NASCAR Daytona 2013: Dale Earnhardt Jr.: I need to be more 'aggressive'

Jonathan Ferrey

Tired of finishing second, Dale Earnhardt Jr. plans to be more aggressive as he pursues his first Daytona win since 2004.

There was a time when Dale Earnhardt Jr. was seemingly an unstoppable force in any restrictor-plate race. But it's been nine years since NASCAR's most popular driver won a Sprint Cup Series points event at Daytona International Speedway.

That doesn't mean Earnhardt is no longer competitive there, as he nearly won the Daytona 500 in February, finishing runner-up to Jimmie Johnson. It was his third second-place finish in the 500 in four years.

"It's been a bit of a challenge for us to win here,'' Earnhardt said Friday. "We've finished well, but just haven't been able to figure out what I need to do to get into first place on the last lap. We seem to have a problem finding a way to the front, just not able to overtake the leaders."

So what does Earnhardt need to do to get back to Victory Lane at Daytona?

"Maybe throughout the race trying to be a little bit more proactive toward improving track position, being a little more aggressive,'' Earnhardt said.

But when Earnhardt says he needs to be more aggressive, he's not necessarily talking about taking more chances. He's referring to the mental aspect of plate racing: It's often like a game of chess where a driver needs to think multiple moves ahead and anticipate what's going to happen.

In recent plate races -- and particularly at Daytona -- Earnhardt has a tendency to lag back and then charge late. But with passing more difficult, this tactic has put him at a disadvantage in the closing laps.

What Earnhardt would like to do in Saturday's Coke Zero 400 is put himself in a better position earlier, so that when he does make his move he doesn't have as much ground to cover. In February's Daytona 500, he was running fourth on the final lap, but in a race dominated by single-file racing even that was too much of a deficit to overcome.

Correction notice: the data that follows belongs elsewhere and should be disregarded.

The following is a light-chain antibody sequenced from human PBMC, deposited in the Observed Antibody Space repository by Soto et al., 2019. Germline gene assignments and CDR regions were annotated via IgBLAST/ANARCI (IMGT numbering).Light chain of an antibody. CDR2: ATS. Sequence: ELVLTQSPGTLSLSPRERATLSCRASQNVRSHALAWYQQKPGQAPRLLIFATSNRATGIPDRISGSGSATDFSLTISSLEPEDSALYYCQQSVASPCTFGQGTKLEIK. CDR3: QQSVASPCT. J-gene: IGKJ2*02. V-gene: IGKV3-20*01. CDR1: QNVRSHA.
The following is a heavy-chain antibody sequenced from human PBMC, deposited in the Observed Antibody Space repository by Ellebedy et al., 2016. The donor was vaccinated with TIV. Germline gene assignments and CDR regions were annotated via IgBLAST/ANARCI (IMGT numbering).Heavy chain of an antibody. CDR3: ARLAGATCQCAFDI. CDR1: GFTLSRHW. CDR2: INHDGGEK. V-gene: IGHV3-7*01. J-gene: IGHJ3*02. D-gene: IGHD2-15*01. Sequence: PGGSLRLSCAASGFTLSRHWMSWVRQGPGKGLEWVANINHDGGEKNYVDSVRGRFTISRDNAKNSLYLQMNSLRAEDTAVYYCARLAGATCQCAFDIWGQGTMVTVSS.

"I think we might need to try to be in a better position sooner where we're not having to do so much at the end of the race and not have an opportunity to challenge for the win," he said.

But even if he does everything correctly and makes all the right moves, Earnhardt knows that he still might not be enough to secure the victory. As he sees it, there's just too much outside of his control.

"There are so many variables in play that the best plans never really seem to work out and you just sort of go by your gut in those moments of those races,'' Earnhardt said. "It really comes down to anyone making the gut decision at that moment when you're faced with a choice to do one thing or the other, making the right one and you don't always do.

"You don't fall back on years of experience of race after race of doing it. It comes down to really like dodging a bullet. You move left or right and hope you make the right decision.''

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